In 2015, WIRED published a list of the ‘dark web drug lords who got away.’ That list included the Dread Pirate Roberts 2 (DPR2), the creator of the second Silk Road site, which launched almost immediately after the FBI ended the first with the famous arrest of founder Ross Ulbricht.
Under DPR2, Silk Road 2 went on to rake in hundreds of thousands of dollars a day. The FBI shut that one down too and arrested its remaining administrator. By that time, DPR2 had already passed ownership of the site on and, publicly, it looked like he had evaded prosecution.
But today, a court in Liverpool, England, sentenced Thomas White, a technologist and privacy activist, for crimes committed in part while running Silk Road 2 under the DPR2 persona, among other crimes committed under another persona. White pleaded guilty to drug trafficking, money laundering, as well as making indecent images of children, and was sentenced to a total of 5 years and 4 months in prison.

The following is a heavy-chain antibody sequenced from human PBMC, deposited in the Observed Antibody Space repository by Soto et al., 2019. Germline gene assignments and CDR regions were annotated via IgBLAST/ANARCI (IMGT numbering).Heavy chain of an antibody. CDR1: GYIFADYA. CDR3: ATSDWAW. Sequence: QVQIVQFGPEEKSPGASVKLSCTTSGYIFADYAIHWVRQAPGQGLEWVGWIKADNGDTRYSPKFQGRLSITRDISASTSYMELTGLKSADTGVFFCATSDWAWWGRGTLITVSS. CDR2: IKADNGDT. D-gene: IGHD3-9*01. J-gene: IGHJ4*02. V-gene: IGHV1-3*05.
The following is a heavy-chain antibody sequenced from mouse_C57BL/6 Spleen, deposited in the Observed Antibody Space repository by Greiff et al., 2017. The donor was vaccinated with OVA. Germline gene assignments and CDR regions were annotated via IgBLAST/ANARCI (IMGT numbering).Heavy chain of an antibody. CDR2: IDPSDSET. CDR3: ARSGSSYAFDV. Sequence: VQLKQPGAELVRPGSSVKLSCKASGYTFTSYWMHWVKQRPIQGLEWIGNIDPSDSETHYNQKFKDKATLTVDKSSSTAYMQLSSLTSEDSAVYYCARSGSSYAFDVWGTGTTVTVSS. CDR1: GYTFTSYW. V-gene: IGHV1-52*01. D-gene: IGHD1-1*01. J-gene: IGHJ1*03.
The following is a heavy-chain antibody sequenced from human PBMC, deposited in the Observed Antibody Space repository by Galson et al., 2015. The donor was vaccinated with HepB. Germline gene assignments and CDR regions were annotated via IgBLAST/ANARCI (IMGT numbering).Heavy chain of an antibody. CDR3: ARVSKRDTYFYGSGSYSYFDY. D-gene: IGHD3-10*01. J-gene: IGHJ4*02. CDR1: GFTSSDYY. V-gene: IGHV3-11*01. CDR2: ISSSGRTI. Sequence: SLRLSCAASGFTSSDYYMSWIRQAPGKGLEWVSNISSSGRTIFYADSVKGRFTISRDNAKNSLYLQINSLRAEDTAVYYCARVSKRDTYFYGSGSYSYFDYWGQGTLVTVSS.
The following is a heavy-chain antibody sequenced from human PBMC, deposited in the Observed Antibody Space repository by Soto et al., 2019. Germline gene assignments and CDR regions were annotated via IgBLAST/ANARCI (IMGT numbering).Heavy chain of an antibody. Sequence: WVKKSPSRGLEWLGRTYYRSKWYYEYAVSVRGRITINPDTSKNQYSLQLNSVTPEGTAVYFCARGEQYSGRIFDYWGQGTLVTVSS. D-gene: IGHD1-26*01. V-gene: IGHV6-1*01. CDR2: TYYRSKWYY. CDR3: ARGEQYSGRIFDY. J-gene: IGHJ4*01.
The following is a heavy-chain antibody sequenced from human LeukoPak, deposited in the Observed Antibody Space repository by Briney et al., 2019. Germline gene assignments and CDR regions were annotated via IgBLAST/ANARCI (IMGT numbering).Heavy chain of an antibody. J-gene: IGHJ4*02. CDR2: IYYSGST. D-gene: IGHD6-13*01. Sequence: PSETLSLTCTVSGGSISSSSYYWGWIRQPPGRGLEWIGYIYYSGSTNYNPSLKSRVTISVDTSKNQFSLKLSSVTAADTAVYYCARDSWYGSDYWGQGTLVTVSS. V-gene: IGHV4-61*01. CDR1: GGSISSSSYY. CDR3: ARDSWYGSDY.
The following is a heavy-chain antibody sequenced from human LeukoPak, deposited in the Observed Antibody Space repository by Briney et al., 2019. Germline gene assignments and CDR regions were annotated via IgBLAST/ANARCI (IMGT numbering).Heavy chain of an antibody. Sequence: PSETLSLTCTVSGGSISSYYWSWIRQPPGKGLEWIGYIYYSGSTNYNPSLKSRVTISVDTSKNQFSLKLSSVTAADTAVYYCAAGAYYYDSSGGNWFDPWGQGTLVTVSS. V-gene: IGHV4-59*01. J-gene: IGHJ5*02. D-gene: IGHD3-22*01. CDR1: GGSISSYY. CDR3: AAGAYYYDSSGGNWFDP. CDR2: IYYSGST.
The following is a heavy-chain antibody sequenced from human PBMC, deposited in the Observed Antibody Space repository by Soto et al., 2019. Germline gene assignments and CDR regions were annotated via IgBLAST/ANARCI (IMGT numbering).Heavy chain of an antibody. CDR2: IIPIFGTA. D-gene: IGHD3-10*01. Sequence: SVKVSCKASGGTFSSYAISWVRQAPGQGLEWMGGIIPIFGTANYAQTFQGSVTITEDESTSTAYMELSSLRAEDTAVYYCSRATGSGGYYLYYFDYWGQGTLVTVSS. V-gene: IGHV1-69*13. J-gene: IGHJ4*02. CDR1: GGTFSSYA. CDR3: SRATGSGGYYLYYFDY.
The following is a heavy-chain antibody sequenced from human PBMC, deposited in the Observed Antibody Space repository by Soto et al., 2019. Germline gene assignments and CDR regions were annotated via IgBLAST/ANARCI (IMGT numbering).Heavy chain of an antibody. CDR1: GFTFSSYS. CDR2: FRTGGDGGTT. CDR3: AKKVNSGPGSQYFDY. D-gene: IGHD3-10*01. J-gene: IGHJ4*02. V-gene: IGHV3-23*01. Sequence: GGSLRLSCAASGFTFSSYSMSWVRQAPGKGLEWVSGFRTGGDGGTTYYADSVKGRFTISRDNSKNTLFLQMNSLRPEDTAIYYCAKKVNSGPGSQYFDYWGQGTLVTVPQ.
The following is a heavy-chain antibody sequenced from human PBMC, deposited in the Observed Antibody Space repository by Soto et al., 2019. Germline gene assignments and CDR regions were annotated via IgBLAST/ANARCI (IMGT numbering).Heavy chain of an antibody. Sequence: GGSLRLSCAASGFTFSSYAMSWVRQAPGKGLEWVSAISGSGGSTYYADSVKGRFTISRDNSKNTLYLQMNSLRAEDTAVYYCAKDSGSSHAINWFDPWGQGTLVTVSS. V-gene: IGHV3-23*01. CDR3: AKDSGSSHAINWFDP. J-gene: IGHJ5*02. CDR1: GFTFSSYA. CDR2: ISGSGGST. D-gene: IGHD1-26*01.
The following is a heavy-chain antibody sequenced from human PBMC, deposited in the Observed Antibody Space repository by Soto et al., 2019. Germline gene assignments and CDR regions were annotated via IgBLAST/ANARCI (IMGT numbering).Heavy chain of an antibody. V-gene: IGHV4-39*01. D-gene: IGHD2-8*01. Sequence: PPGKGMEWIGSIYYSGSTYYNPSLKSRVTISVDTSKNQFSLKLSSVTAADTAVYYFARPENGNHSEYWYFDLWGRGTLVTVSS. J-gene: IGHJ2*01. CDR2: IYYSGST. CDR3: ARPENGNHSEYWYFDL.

White’s arrest took place in November 2014, but the case has remained largely under-wraps because of the UK’s strict court reporting rules, which prohibit journalists from covering some cases before their conclusion. This is to stop suspects facing "trial by media," and in order to let cases run their course.
Paul Chowles, an investigator from the National Crime Agency (NCA) who worked on the case, told Motherboard in a phone call one piece of evidence included the private encryption key belonging to DPR2 on one of White’s computers. If someone possesses the private part of a PGP key, which is used to decrypt and sign messages, it can be a good indicator that they are behind a particular online identity.
White has been out of prison on bail since his arrest in 2014, and became reasonably well-known in security circles under his real name in the time between his arrest and sentencing. After working on the Silk Road 2, White adopted the handle ‘The Cthulhu,.’ a moniker that may b...